Kinder, Gentler Army Kills Goat Lab

Goat Lab at Fort Bragg was one of the toughest, most realistic training courses in the US Military. For decades, Special Forces medics trained on goats given combat injuries. It is being ended due to pressure from animal rights activists. The result? Live goats and dead soldiers.

For years, Fort Bragg has shot, blown up and otherwise killed some 300 goats per month to train Army medics for treating wounded soldiers, according to the Fayetteville Observer. Documents show Fort Bragg’s Army Special Operations Command requested up to 3,600 goats last year. Animal activists claim the goats are shot, stabbed, bludgeoned and blown up to simulate the types of injuries those in combat face, according to the newspaper.

But the new law appears to be the end of the practice, which angered animal rights activists. Instead, medics may train on humans wearing “organ suits,” which have simulated human organs, breakable synthetic bones and even bloodlike fluid.

Bookmark the permalink.

21 Responses to Kinder, Gentler Army Kills Goat Lab

  1. Trent says:

    I remember our medics talking about this training. From what I gathered, the training was invaluable. It was the first time they seemed to “get it” and they loved it. A live, bleeding, screaming, kicking goat is (excuse the pun) a different beast than an “organ suits.” It is as close as you can get to the real thing, since it is a real thing that is injured. While I still believe the training standard will be high and the Deltas coming out will be able to do the job, but this could potential cost someone their lives one day. Insane.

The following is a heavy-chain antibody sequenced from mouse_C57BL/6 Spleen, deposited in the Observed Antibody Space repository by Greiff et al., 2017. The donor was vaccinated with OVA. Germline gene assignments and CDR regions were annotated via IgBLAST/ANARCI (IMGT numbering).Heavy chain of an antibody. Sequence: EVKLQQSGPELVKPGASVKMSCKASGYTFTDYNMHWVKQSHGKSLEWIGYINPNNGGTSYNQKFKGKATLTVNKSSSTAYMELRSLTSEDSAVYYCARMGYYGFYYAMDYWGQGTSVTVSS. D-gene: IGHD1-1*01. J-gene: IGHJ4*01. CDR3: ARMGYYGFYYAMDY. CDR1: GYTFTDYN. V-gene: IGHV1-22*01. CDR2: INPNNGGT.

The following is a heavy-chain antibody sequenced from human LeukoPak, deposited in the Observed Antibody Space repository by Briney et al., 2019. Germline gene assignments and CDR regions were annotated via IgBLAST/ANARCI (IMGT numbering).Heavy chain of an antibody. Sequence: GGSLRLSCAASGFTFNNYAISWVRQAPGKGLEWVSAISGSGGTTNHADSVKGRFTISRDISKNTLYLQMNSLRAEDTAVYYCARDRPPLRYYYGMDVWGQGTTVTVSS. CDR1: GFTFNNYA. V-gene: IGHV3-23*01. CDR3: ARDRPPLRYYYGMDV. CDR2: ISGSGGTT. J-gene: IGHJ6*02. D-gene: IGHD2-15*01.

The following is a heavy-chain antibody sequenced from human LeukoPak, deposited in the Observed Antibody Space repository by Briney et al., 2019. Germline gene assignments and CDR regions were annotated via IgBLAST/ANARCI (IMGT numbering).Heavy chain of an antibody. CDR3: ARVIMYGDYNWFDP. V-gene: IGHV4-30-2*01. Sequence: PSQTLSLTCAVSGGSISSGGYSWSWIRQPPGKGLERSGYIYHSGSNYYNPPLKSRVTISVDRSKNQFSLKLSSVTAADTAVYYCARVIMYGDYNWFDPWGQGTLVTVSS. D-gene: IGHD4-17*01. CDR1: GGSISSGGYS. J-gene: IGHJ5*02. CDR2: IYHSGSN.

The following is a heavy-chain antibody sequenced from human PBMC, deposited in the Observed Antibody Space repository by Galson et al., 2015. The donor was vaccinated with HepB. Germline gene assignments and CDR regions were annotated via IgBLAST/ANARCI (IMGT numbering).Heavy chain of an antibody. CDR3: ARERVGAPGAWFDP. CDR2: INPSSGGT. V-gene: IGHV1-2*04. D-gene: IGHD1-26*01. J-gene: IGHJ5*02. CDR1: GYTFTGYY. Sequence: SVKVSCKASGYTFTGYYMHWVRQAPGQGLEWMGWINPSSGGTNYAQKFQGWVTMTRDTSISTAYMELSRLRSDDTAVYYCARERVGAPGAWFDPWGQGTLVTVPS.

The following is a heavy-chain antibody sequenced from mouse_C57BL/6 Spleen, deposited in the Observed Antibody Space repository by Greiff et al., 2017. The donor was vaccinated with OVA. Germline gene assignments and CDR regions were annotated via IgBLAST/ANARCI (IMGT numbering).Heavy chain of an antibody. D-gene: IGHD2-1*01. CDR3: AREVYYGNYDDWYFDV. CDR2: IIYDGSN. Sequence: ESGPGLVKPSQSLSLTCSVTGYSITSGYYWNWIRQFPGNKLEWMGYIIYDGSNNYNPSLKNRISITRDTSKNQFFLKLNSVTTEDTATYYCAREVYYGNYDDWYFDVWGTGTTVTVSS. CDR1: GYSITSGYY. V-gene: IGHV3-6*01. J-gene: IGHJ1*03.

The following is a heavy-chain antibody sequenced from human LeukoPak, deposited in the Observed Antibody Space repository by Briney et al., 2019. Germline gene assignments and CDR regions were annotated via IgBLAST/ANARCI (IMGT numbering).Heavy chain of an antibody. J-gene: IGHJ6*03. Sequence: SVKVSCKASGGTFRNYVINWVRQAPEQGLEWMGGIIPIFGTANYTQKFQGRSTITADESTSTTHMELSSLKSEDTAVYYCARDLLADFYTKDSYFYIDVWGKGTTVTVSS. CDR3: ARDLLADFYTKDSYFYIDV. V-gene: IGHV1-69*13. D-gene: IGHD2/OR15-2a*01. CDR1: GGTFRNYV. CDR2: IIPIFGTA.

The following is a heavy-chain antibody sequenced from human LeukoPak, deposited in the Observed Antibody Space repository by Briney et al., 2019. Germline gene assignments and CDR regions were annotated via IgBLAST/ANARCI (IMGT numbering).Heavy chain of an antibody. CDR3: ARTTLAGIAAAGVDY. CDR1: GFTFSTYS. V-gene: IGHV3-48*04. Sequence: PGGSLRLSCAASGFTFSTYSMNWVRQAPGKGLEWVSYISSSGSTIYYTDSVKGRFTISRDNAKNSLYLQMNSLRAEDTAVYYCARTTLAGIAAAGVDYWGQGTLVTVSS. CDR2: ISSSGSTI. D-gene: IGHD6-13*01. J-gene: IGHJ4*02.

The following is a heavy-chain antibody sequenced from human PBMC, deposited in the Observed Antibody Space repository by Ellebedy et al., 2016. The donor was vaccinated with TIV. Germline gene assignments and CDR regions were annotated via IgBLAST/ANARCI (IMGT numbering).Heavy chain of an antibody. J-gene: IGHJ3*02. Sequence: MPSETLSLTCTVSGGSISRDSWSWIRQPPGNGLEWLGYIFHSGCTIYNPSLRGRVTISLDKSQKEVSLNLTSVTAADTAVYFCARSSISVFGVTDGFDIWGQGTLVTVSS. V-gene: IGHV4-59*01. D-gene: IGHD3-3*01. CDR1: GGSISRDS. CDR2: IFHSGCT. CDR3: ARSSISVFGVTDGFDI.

I wonder if this will apply to the goats, chicken, and rabbits used during SERE as well?

  2. Matt says:

    Sooo . . . how do we square Joe Biden’s righteous argument that expansion of government control via gun control legislation is worthwhile if it results “in only saving one life” with this particular action? Oh, does he mean these sorts of things are worthwhile if they result in saving one civilian life? I get it now.

  3. BrunDawg says:

    I’m sure it’s for the Kids…sorry…is this thing on? Test, one, two.

  4. R.D. Walker says:

    In SERE School, I sat on the back of a live goat, grabbed its horns and pulled its head back to expose its neck and another soldier cut its throat with a bayonet. We gutted it, dressed it, cooked it over a fire and ate it. All at Camp MacKall next to Fort Bragg.

    • notamobster says: